If we apply that definition to the problem you stated, then, as Nacesent Oxygen pointed out, the answer is zero. If we don't want the answer to be zero, we have to speculate about what the problem meant to say.

8. Jan 11, 2015

### Staff: Mentor

For a periodic waveform, it's always averaged over one period. That goes without saying.

9. Jan 12, 2015

### leright

To clear up any confusion, RMS and average are two different but related quantities. For example, a sine wave with no offset has an average of zero but the RMS value is non-zero and positive.

The RMS value is simply the square root of the mean of the square of the waveform (hence 'RMS') . The RMS current (or voltage depending on your waveform) of a waveform is also equal to the DC current (or voltage) that produces the same amount of power dissipation as the waveform.

The average value of a PERIODIC signal is the integral (or area under) of the waveform over one period divided by the period. If the signal is aperiodic you need to be given the time period over which you average. The average of an APERIODIC signal is the area under the curve in the time period specified divided by the length of the time period.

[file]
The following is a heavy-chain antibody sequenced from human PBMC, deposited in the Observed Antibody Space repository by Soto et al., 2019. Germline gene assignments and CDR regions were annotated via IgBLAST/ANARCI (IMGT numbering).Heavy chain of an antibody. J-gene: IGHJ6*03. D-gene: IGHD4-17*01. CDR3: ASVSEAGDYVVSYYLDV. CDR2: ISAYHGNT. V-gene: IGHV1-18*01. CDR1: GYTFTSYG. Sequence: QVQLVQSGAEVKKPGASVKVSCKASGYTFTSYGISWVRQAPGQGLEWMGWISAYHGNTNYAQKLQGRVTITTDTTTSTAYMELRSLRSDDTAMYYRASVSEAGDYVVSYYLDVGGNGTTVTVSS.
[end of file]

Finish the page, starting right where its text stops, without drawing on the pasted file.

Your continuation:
It appears you are correct though. For a periodic waveform you integrate over one period and then divide by the period. They did not integrate over one period but only half a period.

However, it should be obvious that the average over one period is ZERO without even calculating anything.

Last edited: Jan 12, 2015
10. Jan 12, 2015

### leright

Oh, and you'd divided by 2pi, not pi. The period is 2pi.

11. Jan 12, 2015

### leright

Perhaps they want you to find the average of the cosine wave over only half a period. Please write exactly what the problem says.